I once witnessed an intermediate man faceplant in steep bumps and lose the infant in the backpack. The baby shot over 3 to 4 deep slushy ones before coming to a stop in an exceptionally deep trough. I was on the chair and lost sight of them quickly. I sped down to see if all was o.k. but they were gone. I often wondered if mom ever found out and if the guy survived with his life and nutsack intact.

When the going gets weird, the weird turn pro...
post #19 of 23
Different over here. For the BASI (British) instructor qualifications we're required to have a valid first-aid cert which covers CPR. Fortunately have never needed the CPR part yet, but there have been occasions when I've been very glad of other parts of the first aid training. Generally our training programs are run by the national patrollers organistation (or sometimes by the medical people who're involved with the mountain rescue teams), so they don't make too many assumptions about the equipment you'll have with you.
post #20 of 23
Just curious to know who was teaching you CPR? Red Cross, American Heart Association...
I just got done with my required annual CPR.. American Heart Association, Health Care Provider CPR. They are definatly NOT phasing out manual CPR but have incorporated AED training. AED's are becoming much more available in our society and save lives.
I am shocked to hear that they told you not to check for a pulse before performing CPR. That's just wrong. Did they tell you to not check for breathing before before giving rescue breaths?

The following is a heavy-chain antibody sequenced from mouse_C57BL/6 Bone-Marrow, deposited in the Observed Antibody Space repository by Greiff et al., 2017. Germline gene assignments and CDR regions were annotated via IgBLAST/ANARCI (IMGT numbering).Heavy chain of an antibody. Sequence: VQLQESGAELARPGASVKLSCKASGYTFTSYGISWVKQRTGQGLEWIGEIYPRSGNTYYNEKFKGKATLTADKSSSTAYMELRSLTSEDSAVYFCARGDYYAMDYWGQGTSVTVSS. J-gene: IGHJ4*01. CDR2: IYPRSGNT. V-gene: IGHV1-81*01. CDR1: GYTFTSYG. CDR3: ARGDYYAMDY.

Trust me on this. Check for a pulse before giving chest compressions. It's what the American Heart Association teaches.
post #21 of 23
Thread Starter 
It was American Heart, and I agree, for personally, I would absolutely check for pulse. In checking with people who have taken AED training, you are correct, the manual method still taught. I guess the CPR instructor was stating her personal opinion without facts to back it up. Could be a bad thing if someone decides to quote you.

My city your mountain, stay with me, stay...
post #22 of 23
As stated in the other thread on CPR, the purpose of CPR is to keep the patient going until help arrives in the form a defib unit. Your chances of re-starting a stopped heart with CPR alone are almost non-existent. From what I've been told, you can have a big impact on the sucess of the paramedic team, IF you have reached the victim quickly and begin administering CPR immediately. I believe, in most cases, help doesn't come soon enough, so the paramedics don't have much of a chance to help. Overall, I believe only about 15 - 20% of people that have a heart attack outside of a medical facility survive.
post #23 of 23
The AHA recommends that only heath care professions feel for a carotid pulse prior to starting compressions. They recently (in 2000) revised their recommendations for lay rescuers so that they no longer should perform pulse checks. If a lay rescuer finds a patient not breathing, coughing, or moving after the first two breaths, he/she should start chest compressions.

This probably explains the discrepancy between what AK (who took Health Care Provider CPR) and Lisamarie were taught.

I think data are showing that early CPR AND early defibrillation are important. The buzzword (or buzzphrase?) now is "chain of survival" i.e. early CPR->early defibrillation->early ACLS. A study published in 1994 showed that the survival rate following witnessed ventricular fibrillation was only 5.3% in NYC and up to 33% in places like Seattle.